In an equity sale, the buyer purchases the equity from the owner or owners of the target company — stock in the case of a corporation and membership interests in the case of a limited liability company. The business is transferred to the new owners, corporate (or limited liability company) entity and all, and the target (i.e., the business being purchased) becomes a wholly-owned subsidiary of the purchaser. There is no change in the status of the target entity itself, and its contracts, assets, and liabilities remain with the entity.

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SBA Cans the Personal Resource Test

SBA Cans Personal Resources Test

The final rule for the SBA 7(a) and 504 loan programs was published in the Federal Register today. One of the most significant changes is the elimination of the Personal Resource Test. The change is effective April 21, 2014.

The Personal Resource Test requires banks to certify that the borrower doesn’t have additional resources that should be used to support the business.

For commentary on why the SBA eliminated the rule, see Why SBA Wants to Eliminate the “Personal Resource Test” on the Coleman Report. According to Bob Coleman,

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Twitter As a Tool for Connecting — Resource of the Week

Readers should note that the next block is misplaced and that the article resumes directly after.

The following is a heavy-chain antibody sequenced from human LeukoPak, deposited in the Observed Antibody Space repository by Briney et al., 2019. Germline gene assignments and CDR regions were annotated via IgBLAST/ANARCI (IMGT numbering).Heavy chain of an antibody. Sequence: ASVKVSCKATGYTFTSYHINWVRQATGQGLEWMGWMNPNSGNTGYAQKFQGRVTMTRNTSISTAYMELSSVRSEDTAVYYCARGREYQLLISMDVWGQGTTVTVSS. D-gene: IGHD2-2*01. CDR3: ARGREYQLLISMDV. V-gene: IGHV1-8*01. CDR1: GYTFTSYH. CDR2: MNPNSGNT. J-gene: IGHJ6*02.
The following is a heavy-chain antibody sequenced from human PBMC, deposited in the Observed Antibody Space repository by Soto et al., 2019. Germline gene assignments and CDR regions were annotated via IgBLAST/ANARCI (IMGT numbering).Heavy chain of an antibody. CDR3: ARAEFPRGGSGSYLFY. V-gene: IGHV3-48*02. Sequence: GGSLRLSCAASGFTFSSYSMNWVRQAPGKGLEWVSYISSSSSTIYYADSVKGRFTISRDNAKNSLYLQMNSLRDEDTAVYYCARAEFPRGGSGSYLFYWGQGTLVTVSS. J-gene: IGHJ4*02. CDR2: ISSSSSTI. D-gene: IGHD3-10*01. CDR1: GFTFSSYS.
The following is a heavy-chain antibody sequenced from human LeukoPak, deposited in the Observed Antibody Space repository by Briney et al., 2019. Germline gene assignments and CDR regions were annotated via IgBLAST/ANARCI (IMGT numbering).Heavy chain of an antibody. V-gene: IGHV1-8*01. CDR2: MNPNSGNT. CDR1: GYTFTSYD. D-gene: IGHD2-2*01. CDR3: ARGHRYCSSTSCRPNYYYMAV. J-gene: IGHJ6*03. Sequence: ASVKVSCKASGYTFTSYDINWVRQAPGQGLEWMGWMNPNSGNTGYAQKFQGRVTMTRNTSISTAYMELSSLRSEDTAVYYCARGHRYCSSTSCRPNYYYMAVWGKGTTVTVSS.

Twitter

Last week I wrote about using Twitter as a tool for discovering interesting and relevant information. This week I’m writing about connecting with others through Twitter.

When you use Twitter as a tool for discovery, you’ll follow people who tweet about information that’s interesting to you. And their tweets will populate your timeline, where you’ll find links to interesting articles in your industry or other fields of interest, as well as videos, photos, and more.

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Buying a Sole Proprietorship

buying a sole proprietorship

Sole proprietorships pose unique issues when they are bought or sold. Sole proprietorships are businesses that are owned by a single individual rather than by an entity such as a corporation or limited liability company.